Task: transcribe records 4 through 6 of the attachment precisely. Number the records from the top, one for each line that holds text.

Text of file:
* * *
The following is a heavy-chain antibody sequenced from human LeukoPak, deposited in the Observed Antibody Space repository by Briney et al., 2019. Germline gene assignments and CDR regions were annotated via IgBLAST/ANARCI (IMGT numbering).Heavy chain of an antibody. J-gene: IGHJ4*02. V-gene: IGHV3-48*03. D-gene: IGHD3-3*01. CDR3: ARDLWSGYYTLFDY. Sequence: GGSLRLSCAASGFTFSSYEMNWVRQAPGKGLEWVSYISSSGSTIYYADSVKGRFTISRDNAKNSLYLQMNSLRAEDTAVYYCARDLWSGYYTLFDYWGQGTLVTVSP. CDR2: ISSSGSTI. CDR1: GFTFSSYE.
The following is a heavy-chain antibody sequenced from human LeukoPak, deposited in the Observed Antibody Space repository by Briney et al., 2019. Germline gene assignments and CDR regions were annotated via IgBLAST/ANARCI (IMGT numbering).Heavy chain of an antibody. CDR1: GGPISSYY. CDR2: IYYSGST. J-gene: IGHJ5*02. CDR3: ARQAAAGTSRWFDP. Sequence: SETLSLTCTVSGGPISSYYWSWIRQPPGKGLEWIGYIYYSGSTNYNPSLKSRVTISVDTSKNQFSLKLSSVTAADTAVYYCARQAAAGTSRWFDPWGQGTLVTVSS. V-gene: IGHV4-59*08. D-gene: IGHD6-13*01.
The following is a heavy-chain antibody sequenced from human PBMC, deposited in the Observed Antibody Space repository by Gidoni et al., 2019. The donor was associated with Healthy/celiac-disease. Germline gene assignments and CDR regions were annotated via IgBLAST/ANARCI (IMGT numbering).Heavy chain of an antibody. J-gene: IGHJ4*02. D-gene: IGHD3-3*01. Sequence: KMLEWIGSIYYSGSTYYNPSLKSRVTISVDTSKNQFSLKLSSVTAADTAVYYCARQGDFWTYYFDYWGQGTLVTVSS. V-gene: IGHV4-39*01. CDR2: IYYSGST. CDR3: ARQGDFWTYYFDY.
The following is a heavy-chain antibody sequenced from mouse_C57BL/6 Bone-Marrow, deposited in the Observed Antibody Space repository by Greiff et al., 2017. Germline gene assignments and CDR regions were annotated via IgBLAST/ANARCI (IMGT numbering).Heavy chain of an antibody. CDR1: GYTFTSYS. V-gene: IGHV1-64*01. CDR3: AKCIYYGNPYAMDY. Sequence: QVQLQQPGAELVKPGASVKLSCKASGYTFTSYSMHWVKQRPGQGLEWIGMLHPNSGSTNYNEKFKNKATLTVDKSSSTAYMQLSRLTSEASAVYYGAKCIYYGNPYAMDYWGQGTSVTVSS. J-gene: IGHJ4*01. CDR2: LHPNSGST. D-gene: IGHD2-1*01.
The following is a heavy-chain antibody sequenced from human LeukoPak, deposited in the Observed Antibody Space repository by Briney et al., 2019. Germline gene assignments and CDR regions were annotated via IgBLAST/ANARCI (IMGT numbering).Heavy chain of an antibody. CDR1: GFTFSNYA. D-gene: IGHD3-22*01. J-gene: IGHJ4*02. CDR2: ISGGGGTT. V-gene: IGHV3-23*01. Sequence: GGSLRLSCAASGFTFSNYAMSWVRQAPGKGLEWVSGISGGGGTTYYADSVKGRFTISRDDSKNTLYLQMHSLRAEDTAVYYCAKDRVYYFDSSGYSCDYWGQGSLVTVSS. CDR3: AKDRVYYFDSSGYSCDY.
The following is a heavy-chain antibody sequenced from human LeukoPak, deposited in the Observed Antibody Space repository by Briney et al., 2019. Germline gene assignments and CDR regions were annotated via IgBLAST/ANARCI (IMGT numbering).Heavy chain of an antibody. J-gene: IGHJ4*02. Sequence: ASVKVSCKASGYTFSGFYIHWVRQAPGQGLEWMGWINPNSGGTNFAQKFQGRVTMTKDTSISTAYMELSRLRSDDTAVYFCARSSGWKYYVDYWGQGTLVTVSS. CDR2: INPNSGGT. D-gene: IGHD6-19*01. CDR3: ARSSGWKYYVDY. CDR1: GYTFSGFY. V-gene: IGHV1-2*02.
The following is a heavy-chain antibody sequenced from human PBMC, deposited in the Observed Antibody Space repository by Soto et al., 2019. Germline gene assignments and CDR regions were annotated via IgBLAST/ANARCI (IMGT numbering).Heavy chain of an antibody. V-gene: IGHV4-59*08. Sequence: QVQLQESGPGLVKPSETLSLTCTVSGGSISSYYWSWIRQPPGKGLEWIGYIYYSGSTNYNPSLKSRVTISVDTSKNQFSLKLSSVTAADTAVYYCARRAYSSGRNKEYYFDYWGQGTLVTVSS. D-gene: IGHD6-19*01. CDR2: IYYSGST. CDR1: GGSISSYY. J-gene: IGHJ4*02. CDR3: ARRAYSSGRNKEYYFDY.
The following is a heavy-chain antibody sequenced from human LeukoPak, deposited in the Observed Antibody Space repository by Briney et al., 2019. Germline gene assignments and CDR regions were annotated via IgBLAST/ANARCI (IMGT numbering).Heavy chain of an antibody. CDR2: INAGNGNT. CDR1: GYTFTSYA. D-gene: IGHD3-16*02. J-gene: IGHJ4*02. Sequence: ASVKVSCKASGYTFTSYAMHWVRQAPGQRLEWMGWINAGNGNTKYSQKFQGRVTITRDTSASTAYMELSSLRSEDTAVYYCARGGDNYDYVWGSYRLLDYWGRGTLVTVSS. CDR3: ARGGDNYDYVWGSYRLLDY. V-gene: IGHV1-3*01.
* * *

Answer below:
The following is a heavy-chain antibody sequenced from mouse_C57BL/6 Bone-Marrow, deposited in the Observed Antibody Space repository by Greiff et al., 2017. Germline gene assignments and CDR regions were annotated via IgBLAST/ANARCI (IMGT numbering).Heavy chain of an antibody. CDR1: GYTFTSYS. V-gene: IGHV1-64*01. CDR3: AKCIYYGNPYAMDY. Sequence: QVQLQQPGAELVKPGASVKLSCKASGYTFTSYSMHWVKQRPGQGLEWIGMLHPNSGSTNYNEKFKNKATLTVDKSSSTAYMQLSRLTSEASAVYYGAKCIYYGNPYAMDYWGQGTSVTVSS. J-gene: IGHJ4*01. CDR2: LHPNSGST. D-gene: IGHD2-1*01.
The following is a heavy-chain antibody sequenced from human LeukoPak, deposited in the Observed Antibody Space repository by Briney et al., 2019. Germline gene assignments and CDR regions were annotated via IgBLAST/ANARCI (IMGT numbering).Heavy chain of an antibody. CDR1: GFTFSNYA. D-gene: IGHD3-22*01. J-gene: IGHJ4*02. CDR2: ISGGGGTT. V-gene: IGHV3-23*01. Sequence: GGSLRLSCAASGFTFSNYAMSWVRQAPGKGLEWVSGISGGGGTTYYADSVKGRFTISRDDSKNTLYLQMHSLRAEDTAVYYCAKDRVYYFDSSGYSCDYWGQGSLVTVSS. CDR3: AKDRVYYFDSSGYSCDY.
The following is a heavy-chain antibody sequenced from human LeukoPak, deposited in the Observed Antibody Space repository by Briney et al., 2019. Germline gene assignments and CDR regions were annotated via IgBLAST/ANARCI (IMGT numbering).Heavy chain of an antibody. J-gene: IGHJ4*02. Sequence: ASVKVSCKASGYTFSGFYIHWVRQAPGQGLEWMGWINPNSGGTNFAQKFQGRVTMTKDTSISTAYMELSRLRSDDTAVYFCARSSGWKYYVDYWGQGTLVTVSS. CDR2: INPNSGGT. D-gene: IGHD6-19*01. CDR3: ARSSGWKYYVDY. CDR1: GYTFSGFY. V-gene: IGHV1-2*02.